The Seahawks defense was so dominant against the Dolphins that coach Pete Carroll said the aggression reminded him of the best days of previous seasons.
A bit lost in Sunday’s hubbub about the opening game, anthem demonstrations, QB Russell Wilson’s ankle injury — “He plans to play,” said coach Pete Carroll Monday afternoon — and the new offensive line’s debut, was the fact that the Seahawks defense slapped the bejeezus out of the Dolphins and QB Ryan Tannehill.
Miami’s offense was stopped on 11 of 14 combined third and fourth downs, had 64 yards rushing, 4.8 yards per passing attempt, took four sacks and totaled 222 yards of offense, 86 of which came on its one late touchdown drive.
Carroll, a defensive groupie, was giddy with the results after the film review of the 12-10 victory.
“The effort, intensity, the pursuit in the pass rush, aggressive coverage, was much in the style we’re counting on,” he said. “The pass rush was really good. This reminded me of a few years back when we came off the ball and pressured with really great intensity.
“It was hard on (Miami). I thought it was a really good job. I thought (the assistant coaches) did a really good job with the calls and moving guys around on the match-ups that we wanted. It was a pretty experienced-looking effort out there.”
The Seahawks secondary was in denial of the Dolphins passing game almost throughout, particularly Deshawn Shead, Jeremy Lane and Richard Sherman.
“The corners played really well,” he said. “Their coverage, their technique, the consistency of the play was really, really good. It’s looked like it was coming that way all through the offseason and through camp, that these guys might be at the best that they’ve been.
“It was a really good start for them. Jeremy was particularly effective.”
There were two notably sour notes on defense.
DE Cassius Marsh, who otherwise had a splendid game, went after Tannehill on a rush when he should have defended RB Arian Foster, who took a short pass out of the backfield and turned it into a 50-yard gain.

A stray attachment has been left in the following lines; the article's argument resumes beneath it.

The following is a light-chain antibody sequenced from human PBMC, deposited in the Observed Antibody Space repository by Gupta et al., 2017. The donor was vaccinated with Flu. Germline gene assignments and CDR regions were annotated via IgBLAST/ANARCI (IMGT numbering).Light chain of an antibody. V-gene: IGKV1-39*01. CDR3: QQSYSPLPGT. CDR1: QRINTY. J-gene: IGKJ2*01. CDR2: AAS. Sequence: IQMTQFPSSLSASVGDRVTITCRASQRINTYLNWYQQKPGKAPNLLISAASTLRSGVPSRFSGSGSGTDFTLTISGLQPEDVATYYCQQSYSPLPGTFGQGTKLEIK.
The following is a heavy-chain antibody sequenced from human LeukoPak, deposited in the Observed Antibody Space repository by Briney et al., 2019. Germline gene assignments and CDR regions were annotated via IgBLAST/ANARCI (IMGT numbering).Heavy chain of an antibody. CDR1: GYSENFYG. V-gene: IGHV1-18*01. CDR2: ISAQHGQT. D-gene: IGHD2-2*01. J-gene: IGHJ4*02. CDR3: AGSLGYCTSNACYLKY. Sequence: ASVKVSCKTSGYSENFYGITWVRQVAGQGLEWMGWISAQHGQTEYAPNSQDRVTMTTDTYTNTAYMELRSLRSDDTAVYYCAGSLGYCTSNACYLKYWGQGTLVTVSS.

And FS Earl Thomas had an all-around poor game, a rarity for him, with missed tackles and blown coverages. He was saved from utter ignominy when Dolphins WR Kenny Stills was wide open behind Thomas but dropped what looked to be a certain touchdown pass.
“He made a mistake on that one,” Carroll said. “He wasn’t as sharp as sometimes he is. He had a great camp; there is no reason why. He just felt a little bit off.
“I saw it as a rare game. I’m not worried about it one bit. I’m disappointed for him because he had such high expectations and all that.’’
Carroll suggested on his ESPN 710 radio show in the morning that the intense Thomas may have been distracted by the week’s team-wide discussion on the pre-game anthem demonstration. But by afternoon, Carroll backed off a bit.
“Anybody could have been (distracted),” he said. “There was a lot going on. I was particularly pleased with the way our guys played so hard (through) whatever could have been an obstacle. I don’t think it was. But I’m just giving him a shot at a reason why.’’
Meanwhile, on offense, the Seahawks made no move on signing a veteran QB backup even though Carroll said, “We’re considering all of that.” Wilson’s improved health outlook may allow them to continue to risk keeping undrafted free agent rookie Trevone Boykin as the lone alternate.
Carroll reported that Wilson was walking without a protective boot and would practice Wednesday. “We’re counting on him making it back,” he said. “I was looking over my shoulder to see if he would come out for the next series, seeing if he’d get up off the bench. We were concerned, and will still be concerned. We’ll do a really good job of taking care of him through the week.” . . . He was also pleased with the return of TE Jimmy Graham, who played 13 snaps and caught a pass in the game-winning drive. “He did very well, blocked well when he had his chances,” he said. “We got him out there, got him started, and now we’ll be able to get a lot more play time from him.” . . . J’Marcus Webb, who was supposed to be a backup tackle but was moved to starting right guard late last week after an ankle injury to Germain Ifedi, looked overwhelmed at times against the Dolphins’ stout pass rush. “It was a challenge for him because of the guy he was playing against,” Carroll said. “He held up, but he’ll improve quite a bit technique-wise. He’ll just feel better a week later. That’s what we’re counting on.”